“These database linkages enable easy, automated card or personal identification number [PIN] code issuance for tens of thousands of students at a time as necessary, as the school term ends and begins,” Howell said. The linkages also enable schools to restrict students’ cards or PIN codes so they can only get into rooms and labs for classes in which they are enrolled.

If students drop classes or fail to pay tuition, the system can revoke the appropriate building access privileges automatically, Howell said. The Hirsch system also allows for integration of the access control and campus card system for cafeteria or bookstore purchases from a single identification credential.

Howell said Hirsch is also called on to protect high-risk university areas such as biological and chemical labs, data centers and nuclear-related areas. “As part of their research activities, many universities have lethal viruses, anthrax, etc., on campus. A high-security system is essential in these areas,” Howell said. Visitor control is another priority for school districts. The Broward County School District is using an electronic visitor management system installed by Johnson Controls to keep intruders out.The district applied for and received two $500,000 grants under the U.S. Department of Education’s Safe and Drug-Free Schools program. It then supplemented this with its own resources from the overall budget. The network-wide system provides electronic tracking of visitors as they enter and exit school sites. For example, if a visitor leaves one building and enters another, that individual’s attempts to gain access will be recorded. It can also serve as a district-wide messaging center, sending an immediate Amber Alert, weather warning or other emergency to every workstation in the network. Contractors working in schools and colleges can expect to see more systems like these soon due to regulations such as the Cleary Act and the availability of at least minimal federal funding. The bottom line: To get the work, engineer the system to the specific application and make sure the value is there for the customer.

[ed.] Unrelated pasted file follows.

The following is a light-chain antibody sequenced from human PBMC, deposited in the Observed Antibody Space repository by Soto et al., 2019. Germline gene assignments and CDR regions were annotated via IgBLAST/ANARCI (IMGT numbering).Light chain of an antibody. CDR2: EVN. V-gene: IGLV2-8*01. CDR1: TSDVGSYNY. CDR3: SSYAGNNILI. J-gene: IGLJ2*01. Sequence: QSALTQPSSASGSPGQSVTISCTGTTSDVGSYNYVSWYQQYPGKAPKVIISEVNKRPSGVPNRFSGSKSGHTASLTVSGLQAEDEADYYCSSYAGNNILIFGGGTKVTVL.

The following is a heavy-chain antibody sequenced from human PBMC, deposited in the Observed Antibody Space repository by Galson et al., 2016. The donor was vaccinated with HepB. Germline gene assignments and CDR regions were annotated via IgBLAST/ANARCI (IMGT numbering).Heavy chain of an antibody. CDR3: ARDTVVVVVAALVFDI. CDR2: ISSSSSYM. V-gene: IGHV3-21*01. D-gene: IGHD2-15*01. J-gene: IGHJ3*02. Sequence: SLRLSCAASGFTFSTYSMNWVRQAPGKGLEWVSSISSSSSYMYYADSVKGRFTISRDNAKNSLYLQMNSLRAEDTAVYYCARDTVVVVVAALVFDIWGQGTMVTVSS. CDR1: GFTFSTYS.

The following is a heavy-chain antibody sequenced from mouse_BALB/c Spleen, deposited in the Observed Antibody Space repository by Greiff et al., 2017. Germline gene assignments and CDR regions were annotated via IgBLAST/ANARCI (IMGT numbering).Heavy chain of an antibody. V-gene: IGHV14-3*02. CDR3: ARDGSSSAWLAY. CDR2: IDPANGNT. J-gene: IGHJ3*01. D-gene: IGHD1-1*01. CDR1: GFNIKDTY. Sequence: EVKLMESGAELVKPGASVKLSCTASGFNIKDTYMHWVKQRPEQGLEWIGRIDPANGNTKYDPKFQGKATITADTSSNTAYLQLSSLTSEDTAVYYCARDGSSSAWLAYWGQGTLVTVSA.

SWEDBERG is a freelance writer based in western Washington. She can be reached at claire_swedberg@msn.com



About the Author

Claire Swedberg

Freelance Writer
Claire Swedberg is a freelance writer based in western Washington. She can be reached at claire_swedberg@msn.com .